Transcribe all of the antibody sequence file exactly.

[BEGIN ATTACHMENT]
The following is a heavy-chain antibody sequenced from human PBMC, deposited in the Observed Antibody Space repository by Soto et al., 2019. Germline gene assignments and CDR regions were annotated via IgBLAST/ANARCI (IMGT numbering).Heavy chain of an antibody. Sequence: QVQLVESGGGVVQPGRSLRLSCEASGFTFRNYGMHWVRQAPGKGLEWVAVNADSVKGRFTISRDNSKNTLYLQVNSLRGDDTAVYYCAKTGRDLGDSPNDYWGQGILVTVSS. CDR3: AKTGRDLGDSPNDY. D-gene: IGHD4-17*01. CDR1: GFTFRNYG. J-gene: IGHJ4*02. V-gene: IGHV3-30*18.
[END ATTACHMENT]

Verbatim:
The following is a heavy-chain antibody sequenced from human PBMC, deposited in the Observed Antibody Space repository by Soto et al., 2019. Germline gene assignments and CDR regions were annotated via IgBLAST/ANARCI (IMGT numbering).Heavy chain of an antibody. Sequence: QVQLVESGGGVVQPGRSLRLSCEASGFTFRNYGMHWVRQAPGKGLEWVAVNADSVKGRFTISRDNSKNTLYLQVNSLRGDDTAVYYCAKTGRDLGDSPNDYWGQGILVTVSS. CDR3: AKTGRDLGDSPNDY. D-gene: IGHD4-17*01. CDR1: GFTFRNYG. J-gene: IGHJ4*02. V-gene: IGHV3-30*18.